The aim of this book is to provide material that would be useful for someone arranging a Remembrance Event, providing a mix of though provoking items and material that could be used in the event itself.
We start with a short but useful introduction on the history of Remembrance events after the end of the First World War, and some thoughts on the nature of remembrance in the modern world. After this we move into the main chapters, which are largely filled with a mix of poems, essays, extracts from speeches and so forth.
The first two poems set a good precedent – first is the full version of ‘For the Fallen’, best known for the verse starting ‘They shall grow not old’, used at so many Remembrance Day events in Britain. The second poem is ‘Verdun’, famous in France as a tribute to the dead of that battle, but unfamiliar in Britain. After that we get an impressive range of poems and extracts, with some dating back to the middle ages and others very new. Some will be familiar but plenty were new to me, or only known in fragments.
I’m not sure all of the items selected are really suited to be read out at public events – one early example would be Rabbi Ephraim Mirvis’s broadcast thoughts on Remembering the Holocaust – this is a very thoughtful and moving piece, but it’s written directly from the point of view of the author, so would come across slightly oddly read out by someone else. I’d say the same for the Hiroshima Memorial Day speeches – they get a lot of their power from being read by the Mayor of Hiroshima, in Hiroshima, on the Memorial Day. However these extracts are thought provoking, and well worth their inclusion in the book.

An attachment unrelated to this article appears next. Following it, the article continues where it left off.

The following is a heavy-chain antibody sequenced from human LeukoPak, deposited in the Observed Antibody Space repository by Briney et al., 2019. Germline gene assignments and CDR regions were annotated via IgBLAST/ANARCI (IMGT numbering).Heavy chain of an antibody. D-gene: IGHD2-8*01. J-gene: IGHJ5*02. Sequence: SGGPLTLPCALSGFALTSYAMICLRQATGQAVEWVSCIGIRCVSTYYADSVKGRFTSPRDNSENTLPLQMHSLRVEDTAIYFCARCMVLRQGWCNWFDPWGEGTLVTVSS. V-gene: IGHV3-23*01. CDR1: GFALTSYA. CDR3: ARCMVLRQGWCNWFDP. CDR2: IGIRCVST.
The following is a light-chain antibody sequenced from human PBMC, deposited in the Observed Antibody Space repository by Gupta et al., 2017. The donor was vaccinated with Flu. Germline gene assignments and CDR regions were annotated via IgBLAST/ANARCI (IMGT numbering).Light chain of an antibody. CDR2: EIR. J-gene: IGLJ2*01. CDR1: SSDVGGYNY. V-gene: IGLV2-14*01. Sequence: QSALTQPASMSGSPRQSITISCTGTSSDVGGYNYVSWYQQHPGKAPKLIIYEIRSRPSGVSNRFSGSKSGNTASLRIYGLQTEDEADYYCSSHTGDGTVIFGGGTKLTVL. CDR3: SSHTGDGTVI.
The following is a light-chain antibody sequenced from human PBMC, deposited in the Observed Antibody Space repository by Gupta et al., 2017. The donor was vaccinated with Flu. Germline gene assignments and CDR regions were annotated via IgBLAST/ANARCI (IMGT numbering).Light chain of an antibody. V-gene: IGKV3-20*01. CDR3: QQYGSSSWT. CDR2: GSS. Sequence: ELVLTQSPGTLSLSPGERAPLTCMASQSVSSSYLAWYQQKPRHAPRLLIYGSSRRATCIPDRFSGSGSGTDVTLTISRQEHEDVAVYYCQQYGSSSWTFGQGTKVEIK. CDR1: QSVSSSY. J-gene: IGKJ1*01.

Some of the chapters – in particular ‘Reasons for War’ and ‘Patriotism’ are perhaps more designed to make the reader think about the nature of war rather than for use at modern remembrance events – they are a useful addition to the book and make the reader think. Others are filled with moving poems and essays that would be perfect for those events.
The final chapter includes extracts from the UN Charter and the proceedings of the Nuremburg War Crimes Trials. This is followed by two very useful appendices, one with brief biographical notes on some of the authors and the second with the author’s own notes on some of the poems.
This is an impressive, moving and thought provoking collection of material, and I feel that it does indeed achieve it’s aim of being of great value to anyone organising a remembrance event.
Poems and Readings for Remembrance Events
Forgiveness and Reconciliation
'Why, Soldiers?, Why?'
Brothers in Arms
Reasons for War
Patriotism - Patriotic and Uplifting Hymns and Songs
Reflections on War
Messages to Those Remaining
'Say Not Soft Things'
International Law and War
Brief Biographical Notes on Living Contributors
Authors' Notes on Poems
Organisations: Remembrance, Support, Peace, Human Rights
Copyright: Special Permission
Author: David Roberts
Publisher: Saxon Books